So, obviously your memory is not that short, so maybe that wouldn’t specifically work, but maybe they brought you an exam from six months ago or maybe from a year or two back. And they could still use the same exam because the stamp, the A is still an A, it’s still a correctly graded exam. Only it’s not dated … you have no way to know that it’s recent.
And SKAdNetwork is exactly the same.
Apple basically gives the ad network — the student — a notification saying they received an install and it provides you a signature that enables you to validate that.
And as an advertiser, if you wanted to double-check your ad network, you would ask them for the notifications … but that ad network could provide the same notification over and over again. Maybe they would not do it as blatantly … maybe these would just replace those six months later. Or maybe used some old ones to augment their new ones.
And so you have to check every new notification and signature that you get against everything you’ve received in the past.
Koetsier: What about fake traffic, fake users, device farms, or maybe even fake devices simulated in software. Are those still issues as well?
Komornik: So this is a great question.
I think that one thing worth considering is that even when we’re starting to run with SKAdNetwork, it’s not like everything is going to be SKAdNetwork-based. Some advertisers might try to measure their ad networks and channels by doing some incrementality testing or maybe just checking the lift when running a specific campaign.
And those would still be open to the more traditional types of ad fraud.
So, for example, bots and fake installs. Another type of fraud we might run into is incentivized ad campaigns that register against SKAdNetwork endpoints at Apple, but aren’t really driving users … so basically they’re trying to get credit for organic users.
Koetsier: So … what’s the solution? You’ve got Singular SKAN and what you call Secure-SKAN … how do they work?
Komornik: So Singular will validate the signatures of all of the SKAdNetwork notifications for its customers. But as we’ve said, some of this data can be changed and we wouldn’t have a good way of knowing if we just receive the postbacks from the networks. That means that we want to be closer to the source … we want to be closer to the device that sends out the postbacks, because the closer we are to the device, the fewer opportunities there are for networks to change that.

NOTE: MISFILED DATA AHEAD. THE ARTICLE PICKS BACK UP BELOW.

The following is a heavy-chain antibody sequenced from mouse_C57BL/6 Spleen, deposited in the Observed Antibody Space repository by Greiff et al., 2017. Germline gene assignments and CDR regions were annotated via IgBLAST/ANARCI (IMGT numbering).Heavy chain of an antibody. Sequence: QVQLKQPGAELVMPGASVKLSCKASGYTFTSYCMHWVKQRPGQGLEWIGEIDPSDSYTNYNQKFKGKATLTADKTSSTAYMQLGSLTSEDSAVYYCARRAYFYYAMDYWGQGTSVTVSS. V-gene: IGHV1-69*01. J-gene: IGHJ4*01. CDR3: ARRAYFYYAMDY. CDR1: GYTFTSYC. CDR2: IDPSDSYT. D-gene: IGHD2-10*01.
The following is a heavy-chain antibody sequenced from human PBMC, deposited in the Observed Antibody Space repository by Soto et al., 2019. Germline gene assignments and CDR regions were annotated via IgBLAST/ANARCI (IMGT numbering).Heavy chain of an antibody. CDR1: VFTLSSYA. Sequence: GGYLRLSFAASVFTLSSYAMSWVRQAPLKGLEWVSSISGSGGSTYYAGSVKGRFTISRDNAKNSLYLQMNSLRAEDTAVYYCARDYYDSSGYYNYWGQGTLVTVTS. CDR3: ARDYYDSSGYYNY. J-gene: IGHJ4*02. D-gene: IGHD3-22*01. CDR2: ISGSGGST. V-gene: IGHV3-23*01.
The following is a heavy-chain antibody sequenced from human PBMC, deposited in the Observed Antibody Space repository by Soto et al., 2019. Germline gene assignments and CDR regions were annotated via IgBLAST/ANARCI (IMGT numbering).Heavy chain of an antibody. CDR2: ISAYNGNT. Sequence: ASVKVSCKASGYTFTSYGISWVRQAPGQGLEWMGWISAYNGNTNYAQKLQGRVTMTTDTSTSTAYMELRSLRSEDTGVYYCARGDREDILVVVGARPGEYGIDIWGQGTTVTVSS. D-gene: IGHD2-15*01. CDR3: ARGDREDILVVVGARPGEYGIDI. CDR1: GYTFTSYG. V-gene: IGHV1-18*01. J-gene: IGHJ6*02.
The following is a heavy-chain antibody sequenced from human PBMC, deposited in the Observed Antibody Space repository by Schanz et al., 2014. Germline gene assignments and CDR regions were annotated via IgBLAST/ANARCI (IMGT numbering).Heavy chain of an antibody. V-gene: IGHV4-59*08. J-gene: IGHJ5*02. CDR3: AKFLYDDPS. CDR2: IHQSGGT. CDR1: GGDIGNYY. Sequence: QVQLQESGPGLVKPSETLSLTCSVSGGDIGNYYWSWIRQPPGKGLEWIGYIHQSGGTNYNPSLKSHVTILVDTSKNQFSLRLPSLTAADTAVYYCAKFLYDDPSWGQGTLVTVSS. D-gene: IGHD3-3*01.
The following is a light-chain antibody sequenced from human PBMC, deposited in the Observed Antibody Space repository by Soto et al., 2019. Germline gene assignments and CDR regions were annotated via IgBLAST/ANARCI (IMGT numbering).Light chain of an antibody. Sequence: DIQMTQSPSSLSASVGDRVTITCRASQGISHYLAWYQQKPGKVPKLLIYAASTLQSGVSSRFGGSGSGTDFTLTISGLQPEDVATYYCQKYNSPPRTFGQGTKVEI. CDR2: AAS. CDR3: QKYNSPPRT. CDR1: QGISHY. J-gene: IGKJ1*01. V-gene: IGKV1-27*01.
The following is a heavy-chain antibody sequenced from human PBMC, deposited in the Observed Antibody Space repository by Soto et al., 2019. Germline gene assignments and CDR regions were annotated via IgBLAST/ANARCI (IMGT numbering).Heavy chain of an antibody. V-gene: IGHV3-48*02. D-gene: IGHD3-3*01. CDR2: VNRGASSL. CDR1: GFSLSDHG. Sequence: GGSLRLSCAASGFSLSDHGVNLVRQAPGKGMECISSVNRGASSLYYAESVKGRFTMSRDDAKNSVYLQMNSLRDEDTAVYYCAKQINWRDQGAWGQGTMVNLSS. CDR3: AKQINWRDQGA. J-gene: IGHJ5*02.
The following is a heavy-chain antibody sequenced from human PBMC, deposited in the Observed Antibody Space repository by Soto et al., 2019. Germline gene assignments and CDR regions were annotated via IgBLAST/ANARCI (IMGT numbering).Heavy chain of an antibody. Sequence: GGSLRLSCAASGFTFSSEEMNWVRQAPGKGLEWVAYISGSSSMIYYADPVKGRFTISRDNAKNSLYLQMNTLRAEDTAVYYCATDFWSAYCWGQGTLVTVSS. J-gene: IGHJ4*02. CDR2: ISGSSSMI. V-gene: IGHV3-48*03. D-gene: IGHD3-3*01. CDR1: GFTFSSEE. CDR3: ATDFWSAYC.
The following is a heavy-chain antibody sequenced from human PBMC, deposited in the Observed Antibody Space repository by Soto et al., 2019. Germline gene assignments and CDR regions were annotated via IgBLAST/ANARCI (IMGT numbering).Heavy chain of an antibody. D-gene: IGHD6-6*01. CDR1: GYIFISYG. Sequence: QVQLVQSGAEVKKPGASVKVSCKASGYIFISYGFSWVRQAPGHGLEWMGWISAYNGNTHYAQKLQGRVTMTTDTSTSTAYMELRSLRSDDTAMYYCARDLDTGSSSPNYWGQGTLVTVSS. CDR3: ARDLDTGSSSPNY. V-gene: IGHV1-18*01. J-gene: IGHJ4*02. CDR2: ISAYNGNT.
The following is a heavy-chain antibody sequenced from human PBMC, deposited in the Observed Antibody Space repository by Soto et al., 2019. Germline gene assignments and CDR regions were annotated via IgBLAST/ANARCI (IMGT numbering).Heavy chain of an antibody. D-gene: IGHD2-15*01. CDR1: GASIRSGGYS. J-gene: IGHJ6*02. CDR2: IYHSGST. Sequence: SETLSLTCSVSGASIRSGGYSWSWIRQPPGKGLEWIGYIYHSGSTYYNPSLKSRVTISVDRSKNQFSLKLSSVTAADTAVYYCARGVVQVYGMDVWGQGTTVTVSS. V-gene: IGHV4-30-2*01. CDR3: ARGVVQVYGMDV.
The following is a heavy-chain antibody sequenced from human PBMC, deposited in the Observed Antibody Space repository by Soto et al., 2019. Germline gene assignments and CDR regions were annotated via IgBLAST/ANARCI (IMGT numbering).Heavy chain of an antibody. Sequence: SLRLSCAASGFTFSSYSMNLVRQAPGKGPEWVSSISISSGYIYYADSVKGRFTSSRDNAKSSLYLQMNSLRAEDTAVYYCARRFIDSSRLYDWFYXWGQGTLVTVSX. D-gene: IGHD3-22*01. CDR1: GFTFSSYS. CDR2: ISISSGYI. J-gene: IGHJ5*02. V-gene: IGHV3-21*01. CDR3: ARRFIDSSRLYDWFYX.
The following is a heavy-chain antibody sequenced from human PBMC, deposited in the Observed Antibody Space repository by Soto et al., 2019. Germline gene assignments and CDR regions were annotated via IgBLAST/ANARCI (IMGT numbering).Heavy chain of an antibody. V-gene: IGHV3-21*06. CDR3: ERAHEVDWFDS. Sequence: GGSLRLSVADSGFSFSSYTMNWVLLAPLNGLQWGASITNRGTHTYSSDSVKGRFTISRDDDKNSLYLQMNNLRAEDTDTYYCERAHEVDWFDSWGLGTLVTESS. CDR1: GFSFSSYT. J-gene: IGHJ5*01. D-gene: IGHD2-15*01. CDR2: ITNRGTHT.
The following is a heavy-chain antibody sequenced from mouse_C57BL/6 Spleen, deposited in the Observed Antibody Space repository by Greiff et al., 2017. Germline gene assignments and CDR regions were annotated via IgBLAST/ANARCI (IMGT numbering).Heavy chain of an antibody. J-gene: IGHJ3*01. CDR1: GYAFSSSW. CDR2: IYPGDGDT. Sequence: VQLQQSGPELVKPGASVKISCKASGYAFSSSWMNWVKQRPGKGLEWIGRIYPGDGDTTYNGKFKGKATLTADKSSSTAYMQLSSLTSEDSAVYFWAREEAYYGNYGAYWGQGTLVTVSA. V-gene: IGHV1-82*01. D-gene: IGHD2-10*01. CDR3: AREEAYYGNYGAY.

The problem is that SKAdNetwork notifications can only be sent to one destination, which is the network.
So that’s the challenge that we’ve been facing, and I think one of the very innovative solutions that we came up with is to actually use an HTTP 307 redirect … a way for an endpoint, for example an ad network endpoint to tell a device: Actually send that postback to someplace else as well.
Now networks that support that integration can redirect the postbacks that they receive for SKAdNetwork and ask them to be sent to Singular as well? That means that Singular would get the postback directly from the device, without the information being changed along the way.
There are some challenges there as well, and we are working with ad networks and partners to implement that. But we do believe that this solution will provide better security and better trust in SKAdNetwork for advertisers.
Koetsier: When iOS 14 is fully implemented and Apple has fully transitioned the IDFA to being opt-in, do you expect more fraud? Less fraud?
Komornik: So … I’m not an oracle. I can’t predict the future.
You’d expect lower amounts of fraud coming in 202. But still, we do know that fraudsters are very capable and they will look for new ways to abuse and hijack the system. And we need to stay vigilant and we need to find those cases.
Just as an example, about a month ago Snyk.io, a security company, unraveled a new ad install fraud campaign that was supposed to be impossible in iOS. So I wouldn’t say fraud is impossible right now. I would say that it will become significantly tougher and harder to perform.
Koetsier: So what do advertisers need to do to be as safe as possible?
Komornik: Singular is taking care of most of it, but make sure to integrate our latest SDK and make sure to ask your partners to support Secure-SKAN.
Koetsier: And for non-clients?
Komornik: Feel free to pop into our website and ask for a demo. We can walk you through the different features and talk to you in depth about them.
Koetsier: Thank you very much for your time.
Subscribe to Growth Masterminds on the podcasting platform of your choice here.